I-TEAM: Putting dog DNA tests to the test

Monday, Dec. 9, 2019
News 12 at 6 O’Clock/NBC at 7

AUGUSTA, GA (WRDW/WAGT) – Money might not grow on trees, but one of the most popular gifts this holiday season does – as in your family tree.

Last year, more people bought DNA kits from Ancestry.com and 23AndMe than in all the other years combined. Those are just humans, but, believe it or not, there are also doggie DNA kits.

Until now, learning about your dog’s heritage was a bit of a guessing game.

Take the story of Sarah Jane Moore and her dog, Charlie. Charlie was adopted after being hit by a car on Interstate 20.

Following several surgeries, Charlie is a different dog. She even has her own Instagram account with her little brother, Oscar.

Both get to come to work with Moore, who is a vet tech at Care More Animal Hospital. Moore knew Oscar's history, but not Charlie's, so she gave her a DNA test to check if she could be sensitive to any drugs or susceptible to genetic conditions.

"Plus, I was interested to see what she was mixed with,” Moore said. “What makes her -- her."

But how accurate are these tests? We put two of them to the test. Wisdom Panel, like Moore used, and DNA My Dog.

And yes, we used our family dog, Hamilton, to help! My family adopted sweet Hamilton back in February. The Aiken County Animal Shelter called him a "retriever mix," but both of these tests promise to be a lot more detailed. Both say they can give me a breed profile complete with percentages -- say, if he's 5 or 75 percent Labrador retriever.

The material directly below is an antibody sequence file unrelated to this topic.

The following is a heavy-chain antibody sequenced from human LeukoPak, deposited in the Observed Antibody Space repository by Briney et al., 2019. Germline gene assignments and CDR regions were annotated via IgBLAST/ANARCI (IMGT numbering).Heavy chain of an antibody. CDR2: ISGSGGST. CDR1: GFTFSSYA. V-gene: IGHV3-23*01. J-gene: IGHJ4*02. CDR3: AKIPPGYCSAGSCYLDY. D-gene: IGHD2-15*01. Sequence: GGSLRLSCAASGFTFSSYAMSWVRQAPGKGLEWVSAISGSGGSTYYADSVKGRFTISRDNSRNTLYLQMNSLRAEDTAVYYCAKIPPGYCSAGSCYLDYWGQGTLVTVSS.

Both tests required two samples each, so a total of four. All we had to do was place the swab between the cheek and gum of the dog and rub it against the inner surface of the dog’s cheek in a circular motion for 20 seconds.

DNA My Dog’s swab looked like a giant Q-tip while Wisdom Panel’s used bristles. But the concept was the same – cell collection. Even though the process was not Hamilton’s favorite thing ever, he was still a good sport.

We still had to do a little work online, registering his test and answering a few questions like his age, weight, and whether or not he was neutered. One of the websites even asked for a photo.

We then put the samples in a box and mailed them off. Both tests promised to have results back in two weeks.

As for Charlie, Moore found out exactly what she wanted to know from the test.

"She is 75 percent American Stafforshire terrier, 12.5 percent Chow Chow, and 12.5 percent mixed breed,” Moore said.

Which is right in line with what she thought. And for the most part, tests have seemed pretty accurate for her puppy patients, too.

But what about Hamilton? Tune in next week!

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